Monday, July 27, 2015

Human rights before huge profits from TPP

Putting people before the powerful. It's a statement the Teamsters firmly believe in, and one that U.S. democracy supports by having a one-person, one-vote system in place. But a report released today by the State Department raises some concerns about whether American policy is following the same path.
Workers shouldn't have to pay for TPP corporate profits.
As part of the Trafficking in Persons (TIP) document, the U.S. upgraded the standing of Malaysia despite concerns raised by human rights activists here and abroad about the nation's forced labor practices. Its new ranking would allow it to participate in the Trans-Pacific Partnership (TPP), which is currently being discussed in Hawaii.
Teamsters General President Jim Hoffa said the welfare of workers must be considered before any trade agreement:
While negotiators are trying to finish up discussions on the TPP this week, America should not lose focus on what is truly important. Malaysia must come into compliance with international labor standards that ban forced labor before it is allowed to participate in this Pacific Rim trade agreement. Our standing in the world demands the U.S. to take such a position for those being exploited around the world.
This is just the latest, of course, in a litany of potential problems involving the 12-nation Pacific Rim trade deal. This agreement will ship thousands of jobs overseas, weaken labor standards (as the Malaysia action shows), and allow unsafe food and products to flood American shores. It will also balloon the U.S. trade deficit by doing nothing to curtail currency manipulation by other countries, which will lower the price of imported goods into the U.S. while raising the price of products we export.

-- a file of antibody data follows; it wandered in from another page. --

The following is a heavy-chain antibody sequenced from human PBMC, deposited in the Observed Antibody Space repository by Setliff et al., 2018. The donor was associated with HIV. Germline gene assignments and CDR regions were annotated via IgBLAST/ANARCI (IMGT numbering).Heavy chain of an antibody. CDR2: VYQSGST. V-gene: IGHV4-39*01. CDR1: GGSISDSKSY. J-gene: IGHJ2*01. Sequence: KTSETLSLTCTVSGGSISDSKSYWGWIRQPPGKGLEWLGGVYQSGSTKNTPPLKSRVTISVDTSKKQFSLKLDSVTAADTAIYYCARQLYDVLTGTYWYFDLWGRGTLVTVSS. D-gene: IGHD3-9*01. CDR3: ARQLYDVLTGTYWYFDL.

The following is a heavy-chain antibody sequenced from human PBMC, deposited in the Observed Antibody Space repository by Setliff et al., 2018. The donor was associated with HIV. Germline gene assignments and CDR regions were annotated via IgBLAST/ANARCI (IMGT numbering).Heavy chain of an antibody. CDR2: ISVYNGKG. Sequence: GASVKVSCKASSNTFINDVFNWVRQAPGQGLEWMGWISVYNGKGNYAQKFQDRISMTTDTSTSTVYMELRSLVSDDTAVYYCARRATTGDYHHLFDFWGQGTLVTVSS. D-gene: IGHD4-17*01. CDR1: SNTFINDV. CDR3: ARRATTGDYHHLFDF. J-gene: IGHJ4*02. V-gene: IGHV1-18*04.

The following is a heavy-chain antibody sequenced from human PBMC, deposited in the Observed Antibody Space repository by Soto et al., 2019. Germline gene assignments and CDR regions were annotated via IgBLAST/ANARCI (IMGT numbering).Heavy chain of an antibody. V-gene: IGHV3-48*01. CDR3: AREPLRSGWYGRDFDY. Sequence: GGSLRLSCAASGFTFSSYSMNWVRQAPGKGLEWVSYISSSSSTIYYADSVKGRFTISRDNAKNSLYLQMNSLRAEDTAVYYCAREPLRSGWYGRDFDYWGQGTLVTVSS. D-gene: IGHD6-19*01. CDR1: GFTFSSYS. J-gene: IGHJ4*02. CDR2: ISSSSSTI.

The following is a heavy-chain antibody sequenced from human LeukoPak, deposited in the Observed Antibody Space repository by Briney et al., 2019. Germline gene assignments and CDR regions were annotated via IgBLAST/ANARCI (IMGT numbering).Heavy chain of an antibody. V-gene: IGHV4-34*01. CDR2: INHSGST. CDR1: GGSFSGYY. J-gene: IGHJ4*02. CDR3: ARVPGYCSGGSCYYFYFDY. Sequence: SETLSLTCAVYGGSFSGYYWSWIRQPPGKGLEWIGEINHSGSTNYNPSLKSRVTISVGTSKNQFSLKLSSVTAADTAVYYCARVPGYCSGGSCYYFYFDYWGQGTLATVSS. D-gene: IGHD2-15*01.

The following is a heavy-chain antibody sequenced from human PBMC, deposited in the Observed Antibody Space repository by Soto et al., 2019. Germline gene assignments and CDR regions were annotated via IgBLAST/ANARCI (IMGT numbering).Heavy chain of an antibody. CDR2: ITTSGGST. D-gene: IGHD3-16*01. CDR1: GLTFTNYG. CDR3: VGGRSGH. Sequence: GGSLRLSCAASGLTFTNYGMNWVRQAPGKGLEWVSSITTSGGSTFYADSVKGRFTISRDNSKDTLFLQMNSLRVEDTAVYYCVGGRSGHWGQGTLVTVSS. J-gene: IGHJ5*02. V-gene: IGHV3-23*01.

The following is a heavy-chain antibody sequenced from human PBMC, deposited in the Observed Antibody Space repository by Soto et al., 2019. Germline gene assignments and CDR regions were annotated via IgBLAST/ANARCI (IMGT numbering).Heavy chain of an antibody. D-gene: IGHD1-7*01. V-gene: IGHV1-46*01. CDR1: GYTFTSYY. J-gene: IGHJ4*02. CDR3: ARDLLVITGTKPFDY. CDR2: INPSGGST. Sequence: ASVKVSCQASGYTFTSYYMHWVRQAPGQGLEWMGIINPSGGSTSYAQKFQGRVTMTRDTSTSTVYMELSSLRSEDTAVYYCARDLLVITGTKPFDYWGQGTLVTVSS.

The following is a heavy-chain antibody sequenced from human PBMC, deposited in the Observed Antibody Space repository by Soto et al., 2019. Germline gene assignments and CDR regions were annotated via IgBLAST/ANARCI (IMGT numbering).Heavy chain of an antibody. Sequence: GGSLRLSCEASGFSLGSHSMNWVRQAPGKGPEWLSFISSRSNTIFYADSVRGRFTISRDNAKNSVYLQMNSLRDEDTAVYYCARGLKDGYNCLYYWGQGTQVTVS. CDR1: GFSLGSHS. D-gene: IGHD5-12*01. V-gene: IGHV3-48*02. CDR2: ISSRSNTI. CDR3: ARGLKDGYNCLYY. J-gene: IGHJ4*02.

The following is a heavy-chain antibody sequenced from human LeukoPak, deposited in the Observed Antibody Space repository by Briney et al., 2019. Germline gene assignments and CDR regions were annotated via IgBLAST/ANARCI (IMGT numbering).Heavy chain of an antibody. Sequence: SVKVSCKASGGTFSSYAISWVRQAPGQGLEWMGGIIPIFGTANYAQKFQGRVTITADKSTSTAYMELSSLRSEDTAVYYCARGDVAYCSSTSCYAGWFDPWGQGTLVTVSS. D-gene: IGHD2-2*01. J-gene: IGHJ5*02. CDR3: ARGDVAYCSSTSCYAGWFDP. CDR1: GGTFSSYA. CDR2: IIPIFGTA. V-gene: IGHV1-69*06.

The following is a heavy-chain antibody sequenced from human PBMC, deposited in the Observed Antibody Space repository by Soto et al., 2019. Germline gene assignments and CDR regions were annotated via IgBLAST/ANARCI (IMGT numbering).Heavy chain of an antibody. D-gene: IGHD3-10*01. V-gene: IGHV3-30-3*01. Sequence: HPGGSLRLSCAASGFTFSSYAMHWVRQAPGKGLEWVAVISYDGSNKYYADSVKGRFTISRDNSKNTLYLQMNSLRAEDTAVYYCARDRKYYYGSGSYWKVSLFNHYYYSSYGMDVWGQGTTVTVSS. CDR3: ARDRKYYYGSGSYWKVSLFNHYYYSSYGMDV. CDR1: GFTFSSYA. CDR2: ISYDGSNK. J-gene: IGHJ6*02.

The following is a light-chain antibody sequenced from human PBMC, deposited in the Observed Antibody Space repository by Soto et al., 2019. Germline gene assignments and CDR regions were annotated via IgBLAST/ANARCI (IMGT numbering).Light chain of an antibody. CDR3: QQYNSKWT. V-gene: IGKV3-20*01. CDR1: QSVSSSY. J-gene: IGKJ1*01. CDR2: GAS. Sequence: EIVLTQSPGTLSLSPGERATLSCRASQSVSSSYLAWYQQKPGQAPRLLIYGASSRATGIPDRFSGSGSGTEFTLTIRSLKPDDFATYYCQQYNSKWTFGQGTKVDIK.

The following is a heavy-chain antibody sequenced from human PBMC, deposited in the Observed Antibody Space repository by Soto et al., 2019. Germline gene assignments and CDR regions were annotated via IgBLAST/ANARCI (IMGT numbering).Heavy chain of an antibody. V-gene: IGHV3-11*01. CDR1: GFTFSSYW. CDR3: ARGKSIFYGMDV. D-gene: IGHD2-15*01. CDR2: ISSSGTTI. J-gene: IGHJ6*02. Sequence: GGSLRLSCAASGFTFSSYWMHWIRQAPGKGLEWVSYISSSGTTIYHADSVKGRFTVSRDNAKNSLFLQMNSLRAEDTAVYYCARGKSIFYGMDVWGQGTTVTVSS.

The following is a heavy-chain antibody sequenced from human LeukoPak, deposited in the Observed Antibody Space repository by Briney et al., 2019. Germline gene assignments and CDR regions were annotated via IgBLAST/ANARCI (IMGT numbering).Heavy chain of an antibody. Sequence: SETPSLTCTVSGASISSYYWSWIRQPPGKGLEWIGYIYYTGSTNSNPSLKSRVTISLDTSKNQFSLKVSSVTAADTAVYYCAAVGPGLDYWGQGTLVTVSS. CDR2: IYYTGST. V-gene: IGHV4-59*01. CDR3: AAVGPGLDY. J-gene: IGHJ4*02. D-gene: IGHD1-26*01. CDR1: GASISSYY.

There are many hurdles that still need to be worked out as part of TPP. Nations have a litany of concerns, as Politico points out, that trade leaders need to solve going forward:
Canada wants to protect its dairy and poultry producers and Japan, its rice farmers. American drug companies want other countries to adopt strong U.S. protections on a blockbuster new class of medicines called biologics, and U.S. automakers oppose giving Japan more market access. Canada and Malaysia are particular concerns because of difficult domestic politics that could make it more difficult for them to close in Maui, even if other countries are ready.
At the end of the day, the Teamsters' concerns about Malaysia and trade are the same -- people need to count more than corporations. Elected officials need to remember that too.